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Live Review: Born Joy Dead w/ Muddy Chanter & Landings @ Black Bear Lodge

Born JOy Dead Live Black Bear 2

It’s a little bit sad when your main support act out-stages you, even worse when they leave a hair on your mic and you swallow it. For Brissy indie-rock outfit Born Joy Dead this was the unfortunate reality as they took to the stage at Black Bear Lodge, launching their latest single Sourdough.

Fellow Brisbane trio Landings seemed like a perfect fit for an opening act, showing similarities of Born Joy Dead’s alternative style with their electro-beats which had plenty of heads nodding along. The mix of semi-distorted guitars, pounding drums, and lyrics that were fitting of their angsty teen look all wrapped up into a fairly enjoyable opening set.

Local rockers Muddy Chanter’s style however was much heavier, with members of the crowd headbanging along to lead vocalist BJ’s energetic vibes. Their bouncing bass, warm vocals, and just a pinch of grunge guitar combined to create an great atmosphere that had everybody on their feet. A quick comment from the crowd telling bassist Matt he should “take it off” got a pretty hilarious response when he told them that was something they definitely did not want. “It’s like a melted candle, a big melted candle,” he quipped, gesturing to his stomach.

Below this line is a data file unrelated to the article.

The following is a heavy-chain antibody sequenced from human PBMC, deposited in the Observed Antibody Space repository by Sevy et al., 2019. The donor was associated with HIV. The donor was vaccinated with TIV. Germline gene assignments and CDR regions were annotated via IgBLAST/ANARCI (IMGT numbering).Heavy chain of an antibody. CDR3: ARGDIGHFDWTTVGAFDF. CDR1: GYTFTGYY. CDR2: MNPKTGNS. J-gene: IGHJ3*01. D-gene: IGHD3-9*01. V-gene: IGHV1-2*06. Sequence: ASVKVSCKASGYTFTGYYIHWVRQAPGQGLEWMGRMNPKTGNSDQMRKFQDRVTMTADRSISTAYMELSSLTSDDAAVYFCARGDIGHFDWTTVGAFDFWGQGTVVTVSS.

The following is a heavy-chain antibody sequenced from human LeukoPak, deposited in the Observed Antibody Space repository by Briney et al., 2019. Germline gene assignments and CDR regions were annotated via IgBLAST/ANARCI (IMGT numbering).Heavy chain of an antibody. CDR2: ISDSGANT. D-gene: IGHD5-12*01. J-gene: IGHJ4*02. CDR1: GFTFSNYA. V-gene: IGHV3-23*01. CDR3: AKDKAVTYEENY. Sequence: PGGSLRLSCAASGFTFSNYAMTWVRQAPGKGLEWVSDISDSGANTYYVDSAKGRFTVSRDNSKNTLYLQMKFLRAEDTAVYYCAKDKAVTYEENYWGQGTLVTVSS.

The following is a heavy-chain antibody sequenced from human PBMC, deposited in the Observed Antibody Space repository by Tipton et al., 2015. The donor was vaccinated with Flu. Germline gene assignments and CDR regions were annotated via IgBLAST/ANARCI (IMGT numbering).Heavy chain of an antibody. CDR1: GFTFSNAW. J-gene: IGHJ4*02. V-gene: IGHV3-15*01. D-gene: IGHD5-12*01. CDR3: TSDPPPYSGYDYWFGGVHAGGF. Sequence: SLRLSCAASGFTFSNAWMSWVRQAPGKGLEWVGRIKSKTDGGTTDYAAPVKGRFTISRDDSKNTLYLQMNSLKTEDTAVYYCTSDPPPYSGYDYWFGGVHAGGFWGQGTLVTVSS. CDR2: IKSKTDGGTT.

It was pretty clear that some of the crowd was solely there for the opening acts, leaving before Born Joy Dead even made it to the stage. But before too long a large wave of latecomers filled in the gaps as the main set began. Born Joy Dead opened with a few of their more mellow jams, which quickly extinguished Muddy Chanter’s party flame but picked up again later with Upside Down, Inside Out and Sourdough.

The songs were a heavily guitar-driven smash of alt-pop and funk with a few kickass solos thrown in, which would have been awesome if the acoustics had been mixed properly. Ben Dalton’s rolling vocals were almost completely downed out rather than co-existing with the instruments and had a huge impact on fans, with the crowd dispersing to try and find a better sounding spot.

Born Joy Dead Live

The lads supplied some pretty tasty sourdough bread, courtesy of Sol Natural Foods, with plates stacked high on each table in the venue. Their final song was a cover of Dave Dobbyn’s Slice Of Heaven, which showed potential but was somewhat disappointing.

A classic with a huge array of instruments is hard to pull off between two guitars, bass, and drums so the song felt like it was lacking its usual quirkiness. The lads had the rhythmic funkiness of the song down and Dalton’s vocals were a passable match, but without any of those odd wind instruments and Dobbyn’s unique personality the song didn’t come full circle.

The crowd didn’t hang around long enough to ask for an encore with many people heading for the stairs as soon as it was clear the night was over. Although the dudes of Born Joy Dead make some pretty funky tunes, this show just wasn’t a winner.